Monday, 8 August 2016

A load of cobblers - fruit recipes for summer puddings


The 'cobbler' is, in my view, an American version of the 'crumble'. Both contain this food equation:


 fruit + flour + sugar + butter 

So acidity plus grain/fibre/carb (or grass, for wheat is grass seed) plus sweetness and fat. 
The crumble is probably Britain's most popular pud (according to my mini-survey on Twitter a few years ago). We think of it as ancient dish but The Oxford Companion to Food says that crumble exists only since World War 2, as a response to rationing. 
The cobbler reminds me of scones on fruit or 'biscuits' as the Americans call them. The top looks almost like a bumpy cobbled street with stewed hot fruit bleeding into the sweet dumplings. It's a pudding associated with the southern states, making great use of seasonal fruit such as the peach. August is Peach Month in the U.S. and Georgia is known as the 'peach state'. (My recipe for Peach Tea.)
Here are a couple of recipes: a peach cobbler (as seen in Metro) and a cherry corn cobbler, which I made on my visit to Norfolk while staying at the Lake Fritton Woodland Lodges.

Peach cobbler recipe

Serves 4-6

Level: easy

Equipment: 20cm round baking dish

For the fruit base:
6 peaches, skinned, pitted, quartered (easy to skin with a small sharp knife)
1 tbsp vanilla paste
Zest and juice of 1 lime
50g maple sugar, coconut sugar or demerara sugar

For the 'cobbled' topping:
50g macadamia nuts or candlenuts, crushed
100g self raising flour
Pinch of salt
50g sugar of your choice (as above or white sugar)
100g salted butter


  1. Preheat your oven to 200ºC.
  2. Toss the peaches with the rest of the fruit base ingredients into the baking dish. 
  3. Place in the oven and bake for 15 minutes. 
  4. Make the topping by combining the nuts, flour, salt, sugar and butter together in a bowl and rubbing the butter into the dry mixture until its texture resembles rough breadcrumbs. 
  5. Remove the baked peaches from the oven.
  6. Using a tablespoon, make 6 mounded spoonfuls of the 'cobbled' topping and place them on top of the fruit base.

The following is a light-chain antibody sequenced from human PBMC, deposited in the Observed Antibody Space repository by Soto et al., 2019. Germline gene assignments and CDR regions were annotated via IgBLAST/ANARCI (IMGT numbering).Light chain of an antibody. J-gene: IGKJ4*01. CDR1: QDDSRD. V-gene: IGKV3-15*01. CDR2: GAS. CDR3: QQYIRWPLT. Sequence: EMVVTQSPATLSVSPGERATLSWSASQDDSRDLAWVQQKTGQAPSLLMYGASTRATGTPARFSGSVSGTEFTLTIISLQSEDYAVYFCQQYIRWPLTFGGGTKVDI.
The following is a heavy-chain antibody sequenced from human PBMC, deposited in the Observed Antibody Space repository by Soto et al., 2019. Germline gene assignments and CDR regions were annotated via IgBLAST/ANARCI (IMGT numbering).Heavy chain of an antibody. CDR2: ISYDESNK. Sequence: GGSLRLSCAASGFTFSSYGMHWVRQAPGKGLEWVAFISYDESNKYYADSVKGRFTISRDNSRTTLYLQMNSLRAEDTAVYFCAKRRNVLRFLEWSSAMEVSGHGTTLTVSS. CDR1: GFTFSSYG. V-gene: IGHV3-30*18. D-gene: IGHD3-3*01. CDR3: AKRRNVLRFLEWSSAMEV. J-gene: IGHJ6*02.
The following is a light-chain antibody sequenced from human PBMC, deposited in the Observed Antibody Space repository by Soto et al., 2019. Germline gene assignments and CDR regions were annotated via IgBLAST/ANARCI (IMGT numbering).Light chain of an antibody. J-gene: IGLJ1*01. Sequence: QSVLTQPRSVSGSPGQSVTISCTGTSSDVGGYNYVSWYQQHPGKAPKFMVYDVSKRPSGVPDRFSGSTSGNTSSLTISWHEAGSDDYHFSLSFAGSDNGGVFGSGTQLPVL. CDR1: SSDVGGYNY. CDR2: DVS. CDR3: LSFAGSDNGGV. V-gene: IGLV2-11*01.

7. Bake for 20 minutes at 180ºC.
  8. Serve with vanilla ice cream or double cream. 

Cherry Corn Cobbler recipe (gluten free)

This corn version of the cobbler is even more American in that it uses a kind of cornbread topping.  It has a slightly crunchier texture than the ordinary flour version. 

Serves 6

Level: easy

Equipment: 25cm round baking dish

For the fruit base:
750g fresh cherries (sweet or sour), pitted, de-stemmed
1 tbsp vanilla paste
1 heaped tbsp arrow root or cornflour
1/2 tsp salt
50g light brown sugar
Juice of half a lemon (if using sweet cherries)

For the 'cobbled' topping:
150g masa harina flour
100g sugar
1/2 teaspoon baking powder
1/2 teaspoon bicarbonate of soda

Pinch of salt
80g unsalted butter, at room temperature
125ml buttermilk
2 large eggs, lightly beaten
1/2 teaspoon vanilla extract

  1. Preheat your oven to 200ºC.
  2. Toss the cherries with the rest of the fruit base ingredients into a baking dish. 
  3. Place in the oven and bake for 15 minutes. 
  4. Make the topping by combining the masa, sugar, baking powder, bicarbonate of soda, salt, in a bowl or food processor.
  5. Add the butter and process until it looks like breadcrumbs if using a food processor. If doing by hand use cool fingers to rub the butter into the dry ingredients, again until it looks like breadcrumbs.
  6. Then add the buttermilk, eggs and vanilla extract to the topping mixture.
  7. Remove the baked cherries from the oven.
  8. Using a tablespoon, make 6 to 8 mounded spoonfuls of the 'cobbled' topping and place them on top of the fruit base. 
  9. Bake for 20 minutes at 180ºC.
  10. Serve with vanilla ice cream or double cream. 
Cherry Corn Cobbler
peach cobbler

4 comments:

  1. Gorgeous puddings. My mind is blown at learning that crumbles only came into being during WW2. So many centuries without crumble and custard - a missed opportunity for generations.

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  2. I know! You kind of think they were served at medieval banquets and stuff... or in caves...

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  3. I love cobblers! used to make them when I used to eat cake .. so delicious and I prefer it to a crumble. Went to an american style BBQ sunday and the host made a vegetable savoury cobbler, with corn meal... so good!

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  4. I was thinking a savoury one would be interesting to make....great idea.

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